Tuesday, 10 July 2018

Review: Janet (HelenandJohn, GM Fringe)

Monday 9th July 2018
King’s Arms, Salford

For me, the best (and strongest) part of a fringe festival is the variety of performances on offer. I mentioned in a previous post that the Greater Manchester Fringe programme is expanding year by year, and the 2018 schedule is certainly the most ambitious one yet. Last year, I was only able to see two Fringe shows (though both were innovative and exciting in very different ways). So I’m also expanding my schedule this year – I’m trying to see a much bigger range of stuff, to really get a flavour of the diversity of this year’s programme.

So, after seeing a musical, a one-woman spoken word show and an old-school farce, the next show I saw was described as ‘object theatre’ or ‘unconventional puppetry’.

Janet, co-devised and performed by Helen Ainsworth, is a story about the struggle to find individual identity in the face of inescapable (and cruel) destiny. Janet is born – to an English father and French mother – and from the very moment of her birth, her future path is sternly mapped out for her. The show follows Janet’s attempts to reject this path, and the trials and tribulations that follow.

What makes this story unusual is that Janet is played by a lumped of uncooked bread dough. Her father is a jug of water, and her mother a bag of flour.

Object theatre differs from conventional puppetry in that the puppets are found objects, rather than tailor-made mannequins. In this performance, the only puppet made especially for the show is Janet herself, as a new batch of dough is produced for each performance. Other characters are played by a teapot and a rolling pin, though Ainsworth is also present on stage as the baker/puppeteer.

The skill (and the charm) of the performance lies in Ainsworth’s manipulation of the objects – particularly the unruly blob of dough that is Janet herself. The ease with which the audience accepts the anthropomorphism of these everyday items is impressive – enhanced by Ainsworth’s seamless voicing of the characters – and it is incredible how something as ordinary as a bag of flour becomes so animated in her hands.

One of my favourite parts of the show was Janet’s dream sequence. As Janet falls asleep, visions of bloomers, croissants, baguettes and sliced white float around her, reminding her of the inevitable destiny she faces. Again, Ainsworth’s skill in manipulating household objects is extraordinary, and these sequences play out like stop motion animation.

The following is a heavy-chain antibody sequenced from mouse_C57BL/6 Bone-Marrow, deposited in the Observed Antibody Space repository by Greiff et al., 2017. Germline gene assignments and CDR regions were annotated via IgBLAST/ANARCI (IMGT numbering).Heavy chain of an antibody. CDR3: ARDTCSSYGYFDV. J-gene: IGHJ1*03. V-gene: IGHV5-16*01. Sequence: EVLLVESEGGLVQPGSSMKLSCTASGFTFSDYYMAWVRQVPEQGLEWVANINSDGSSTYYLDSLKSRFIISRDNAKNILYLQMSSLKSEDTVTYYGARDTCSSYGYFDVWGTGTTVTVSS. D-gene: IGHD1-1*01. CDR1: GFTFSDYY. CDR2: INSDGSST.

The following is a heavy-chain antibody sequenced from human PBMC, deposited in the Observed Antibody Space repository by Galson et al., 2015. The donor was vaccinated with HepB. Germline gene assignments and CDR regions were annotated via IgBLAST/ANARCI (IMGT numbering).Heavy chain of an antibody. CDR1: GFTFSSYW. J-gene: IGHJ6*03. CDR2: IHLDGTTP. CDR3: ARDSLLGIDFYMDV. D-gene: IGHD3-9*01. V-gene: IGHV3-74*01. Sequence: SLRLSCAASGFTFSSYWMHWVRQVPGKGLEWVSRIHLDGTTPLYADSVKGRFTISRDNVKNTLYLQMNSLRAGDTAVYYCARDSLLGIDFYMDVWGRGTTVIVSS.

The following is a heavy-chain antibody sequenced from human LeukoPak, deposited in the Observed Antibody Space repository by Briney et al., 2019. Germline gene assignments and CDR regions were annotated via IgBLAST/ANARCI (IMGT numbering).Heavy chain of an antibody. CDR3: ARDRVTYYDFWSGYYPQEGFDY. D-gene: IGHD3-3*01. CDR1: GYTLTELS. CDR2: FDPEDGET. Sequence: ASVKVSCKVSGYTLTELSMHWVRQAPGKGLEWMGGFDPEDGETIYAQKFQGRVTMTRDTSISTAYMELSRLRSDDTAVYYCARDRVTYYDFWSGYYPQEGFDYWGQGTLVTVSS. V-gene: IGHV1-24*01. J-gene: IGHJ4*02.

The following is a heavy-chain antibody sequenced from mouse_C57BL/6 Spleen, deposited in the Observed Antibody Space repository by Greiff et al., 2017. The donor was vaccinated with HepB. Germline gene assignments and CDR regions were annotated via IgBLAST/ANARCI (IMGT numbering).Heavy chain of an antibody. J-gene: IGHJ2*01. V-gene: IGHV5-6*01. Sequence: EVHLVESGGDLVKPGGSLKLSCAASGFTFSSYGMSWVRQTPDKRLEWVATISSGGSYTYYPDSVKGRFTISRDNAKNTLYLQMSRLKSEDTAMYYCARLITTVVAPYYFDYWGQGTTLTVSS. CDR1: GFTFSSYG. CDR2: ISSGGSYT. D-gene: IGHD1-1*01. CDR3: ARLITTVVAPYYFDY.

As a metaphor, of course, the uncooked lump of dough is quite a clear one. Object theatre often relies on such use of metaphor, as it encourages audiences to engage in more non-literal thinking. However, there’s a complex back-and-forth here. On the one hand, we’re being invited to think about the metaphor of unformed dough in terms of identity, self-determination and societal pressure (and, in places, gender). On the other, the performance invites us to think about the object itself, wondering about the possibilities of movement inherent (but hitherto undeveloped) in the inanimate item. There’s a playfulness here, as the manipulation of the dough to move in recognisably human ways is reminiscent of how children interact with plasticine and Play-Doh, but there’s also something rather intellectual in the show’s understanding of the desire (need, even) to create narrative and story out of such games.

Ultimately, Janet is a story of an unconventional character. And I guess the mark of its success lies in how invested the audience is in character – how far we’re able to see Janet as Janet, and forget that she’s actually an inanimate lump of dough being moved by a woman in a baker’s costume. And, in that, the show was undoubtedly effective. From the moment Ainsworth flipped a teapot upside-down and made ‘Lady Grey’ talk, I was immersed in the story, and Janet herself is as much an identifiable puppet as a bespoke marionette would be.

Without giving any spoilers, I will say that this show has its dark moments. Janet’s interaction with the baguettes Claude and François is… uncomfortable. (Make no mistake – this is not a show for children. I don’t think I quite expected a bag of flour to swear so bitterly!) The show’s blurb promises ‘a little B-Movie Horror’, and this is certainly apparent. It also has one of the most unsettling endings I’ve seen in a puppet show.

Janet is an expertly performed tragi-comedy, with laughs, surprises and an unnerving finale. It’s off-beat, unusual and very enjoyable – everything I’m looking for in a Fringe production.

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